Using mobile learning within an organisation can add value to the business and help deliver training that is relevant to its goals.
This is according to learning technology manager at Macmillan Cancer Support Lesley McGuire, who spoke to Third Sector about her experience of using a virtual system that was made available to the charity's employees' mobile devices.
Since 2009, health professionals working for the body have been benefiting from a suite of e-learning programmes, while staff at middle management level have also had access to a digital leadership toolbox designed to improve their skills.
Over the last eight months, Macmillan has offered the resources in bite-sized chunks on smartphones and tablets after it shelled out £4,000 to make its online platform available on the handsets.
Ms McGuire said all of the company's staff, professionals or volunteers can register to use its system and the HR team has matched specific parts of the training suite to the individual needs of workers.
"We have to be careful not to overwhelm people with too much choice, so we try to pick issues each month rather than have them look at things that are not relevant," she added.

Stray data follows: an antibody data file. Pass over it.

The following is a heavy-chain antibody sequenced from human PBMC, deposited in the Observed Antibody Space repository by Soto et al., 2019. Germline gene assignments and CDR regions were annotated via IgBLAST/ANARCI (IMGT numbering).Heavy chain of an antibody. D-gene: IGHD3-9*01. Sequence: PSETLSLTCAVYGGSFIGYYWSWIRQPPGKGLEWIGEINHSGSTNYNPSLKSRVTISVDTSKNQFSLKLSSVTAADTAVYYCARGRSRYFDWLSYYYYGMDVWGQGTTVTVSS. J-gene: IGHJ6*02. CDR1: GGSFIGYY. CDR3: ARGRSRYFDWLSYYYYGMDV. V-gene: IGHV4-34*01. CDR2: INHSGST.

The expert stated a key consideration when deciding whether to use the system was staff engagement, as the online learning packages provide employees with a way of finding out about issues such as health and safety. And at present, around 3,000 of Macmillan's 4,000 health professionals and 600 staff are signed up to use them.
Ms McGuire also claimed she expects mobile learning to be a common feature of training in charities five years from now.
She was quoted as saying: "The argument is about making sure whatever you develop works on mobile platforms and on any device - and if you neglect the mobile market for training, you are missing a trick."
This comes after the learning technology professional recently revealed MacMillan is also using video-based mobile learning to teach its staff about teamwork, interviewing and coaching, time management, appraisals and coping with stress.